I have a friend who has even given her child hemp milk and will have him drink it, sometimes, on the days she comes for a visit.  If they're here for a playdate that flows into lunch time, her son will eat the same allergy-friendly lunch that my daughter eats and that makes my daughter so happy.  She loves to see someone eating the same foods as she is eating.  I can tell because often times at dinner, she will point to our plates and say, "Daddy is eating X," and, "Mommy is eating Y" and, "I am eating Z".  (Yes, sometimes all 3 of our plates differ, due to our different dietary needs.)  So, when she says, "we both have the same thing!" I know she's pretty happy about it.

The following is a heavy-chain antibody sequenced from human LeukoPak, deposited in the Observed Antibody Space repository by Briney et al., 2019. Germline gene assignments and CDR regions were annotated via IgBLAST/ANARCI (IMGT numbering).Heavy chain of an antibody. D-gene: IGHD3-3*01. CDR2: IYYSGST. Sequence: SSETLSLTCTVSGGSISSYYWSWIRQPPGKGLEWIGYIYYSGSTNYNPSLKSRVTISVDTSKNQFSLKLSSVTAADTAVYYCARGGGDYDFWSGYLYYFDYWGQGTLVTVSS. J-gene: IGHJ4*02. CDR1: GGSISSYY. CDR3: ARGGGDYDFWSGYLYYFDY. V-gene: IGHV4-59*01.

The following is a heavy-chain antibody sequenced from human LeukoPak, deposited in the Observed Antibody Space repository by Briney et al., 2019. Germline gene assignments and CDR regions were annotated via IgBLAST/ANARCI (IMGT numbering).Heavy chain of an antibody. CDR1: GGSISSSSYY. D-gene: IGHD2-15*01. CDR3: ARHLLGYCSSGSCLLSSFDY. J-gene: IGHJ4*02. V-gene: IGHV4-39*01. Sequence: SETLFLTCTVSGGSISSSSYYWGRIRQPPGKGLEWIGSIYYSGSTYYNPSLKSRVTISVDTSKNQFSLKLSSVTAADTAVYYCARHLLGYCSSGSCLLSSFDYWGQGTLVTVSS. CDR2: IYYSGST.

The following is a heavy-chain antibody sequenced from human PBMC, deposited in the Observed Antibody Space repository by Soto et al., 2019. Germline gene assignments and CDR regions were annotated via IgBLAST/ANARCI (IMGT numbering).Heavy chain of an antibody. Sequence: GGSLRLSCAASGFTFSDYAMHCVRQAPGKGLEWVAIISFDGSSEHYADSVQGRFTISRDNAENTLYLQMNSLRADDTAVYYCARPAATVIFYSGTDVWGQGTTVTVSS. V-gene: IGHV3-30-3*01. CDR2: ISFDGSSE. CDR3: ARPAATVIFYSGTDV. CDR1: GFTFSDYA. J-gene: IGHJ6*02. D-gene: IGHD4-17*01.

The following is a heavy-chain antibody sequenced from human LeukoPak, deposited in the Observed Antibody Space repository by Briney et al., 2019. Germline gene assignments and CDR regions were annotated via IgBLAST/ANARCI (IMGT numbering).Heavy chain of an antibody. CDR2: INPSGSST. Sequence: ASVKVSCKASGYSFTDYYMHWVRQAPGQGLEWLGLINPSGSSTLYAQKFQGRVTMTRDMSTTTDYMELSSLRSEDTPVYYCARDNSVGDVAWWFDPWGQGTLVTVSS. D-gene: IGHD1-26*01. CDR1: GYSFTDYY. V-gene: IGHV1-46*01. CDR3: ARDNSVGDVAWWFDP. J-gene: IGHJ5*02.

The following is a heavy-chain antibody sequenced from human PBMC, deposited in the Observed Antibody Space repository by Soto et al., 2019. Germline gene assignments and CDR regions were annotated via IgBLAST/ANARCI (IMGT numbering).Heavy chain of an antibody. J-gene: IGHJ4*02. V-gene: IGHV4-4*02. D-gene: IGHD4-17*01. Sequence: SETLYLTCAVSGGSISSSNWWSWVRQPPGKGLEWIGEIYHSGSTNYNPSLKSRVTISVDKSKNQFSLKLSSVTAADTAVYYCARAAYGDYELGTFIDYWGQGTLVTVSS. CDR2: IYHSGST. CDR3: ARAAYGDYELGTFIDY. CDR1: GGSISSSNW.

When we get invited to birthday parties, the moms always ask if there's anything they can do for my daughter, and I always thank them, but tell them that there's no need to make any changes, since I always bring my daughter's special cupcake/cake and they have never planned to serve nuts at their parties, so luckily that has never been an issue.  They have always been so thoughtful, though, and adjust my daughter's goody bag by not putting in candy and throwing in an extra plastic toy, or something, when sometimes I even forget about that kind of thing.